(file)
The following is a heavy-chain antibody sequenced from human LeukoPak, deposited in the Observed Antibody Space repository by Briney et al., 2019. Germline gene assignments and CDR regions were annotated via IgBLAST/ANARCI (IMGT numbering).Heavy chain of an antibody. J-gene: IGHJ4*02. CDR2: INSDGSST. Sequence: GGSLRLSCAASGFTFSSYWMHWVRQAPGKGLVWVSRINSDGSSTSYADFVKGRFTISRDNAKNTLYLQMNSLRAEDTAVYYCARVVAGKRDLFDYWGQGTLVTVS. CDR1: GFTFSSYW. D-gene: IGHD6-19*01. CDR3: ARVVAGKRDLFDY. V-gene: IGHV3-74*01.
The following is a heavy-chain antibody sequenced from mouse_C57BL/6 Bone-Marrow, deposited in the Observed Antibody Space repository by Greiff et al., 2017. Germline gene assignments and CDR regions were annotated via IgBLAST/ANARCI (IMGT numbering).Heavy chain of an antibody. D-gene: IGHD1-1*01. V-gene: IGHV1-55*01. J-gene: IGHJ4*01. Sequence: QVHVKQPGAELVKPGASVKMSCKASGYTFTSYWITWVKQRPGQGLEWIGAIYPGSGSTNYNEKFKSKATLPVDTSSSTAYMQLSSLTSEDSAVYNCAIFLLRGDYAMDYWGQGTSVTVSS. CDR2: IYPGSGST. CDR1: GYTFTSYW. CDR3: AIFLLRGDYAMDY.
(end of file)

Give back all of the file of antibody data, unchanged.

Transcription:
The following is a heavy-chain antibody sequenced from human LeukoPak, deposited in the Observed Antibody Space repository by Briney et al., 2019. Germline gene assignments and CDR regions were annotated via IgBLAST/ANARCI (IMGT numbering).Heavy chain of an antibody. J-gene: IGHJ4*02. CDR2: INSDGSST. Sequence: GGSLRLSCAASGFTFSSYWMHWVRQAPGKGLVWVSRINSDGSSTSYADFVKGRFTISRDNAKNTLYLQMNSLRAEDTAVYYCARVVAGKRDLFDYWGQGTLVTVS. CDR1: GFTFSSYW. D-gene: IGHD6-19*01. CDR3: ARVVAGKRDLFDY. V-gene: IGHV3-74*01.
The following is a heavy-chain antibody sequenced from mouse_C57BL/6 Bone-Marrow, deposited in the Observed Antibody Space repository by Greiff et al., 2017. Germline gene assignments and CDR regions were annotated via IgBLAST/ANARCI (IMGT numbering).Heavy chain of an antibody. D-gene: IGHD1-1*01. V-gene: IGHV1-55*01. J-gene: IGHJ4*01. Sequence: QVHVKQPGAELVKPGASVKMSCKASGYTFTSYWITWVKQRPGQGLEWIGAIYPGSGSTNYNEKFKSKATLPVDTSSSTAYMQLSSLTSEDSAVYNCAIFLLRGDYAMDYWGQGTSVTVSS. CDR2: IYPGSGST. CDR1: GYTFTSYW. CDR3: AIFLLRGDYAMDY.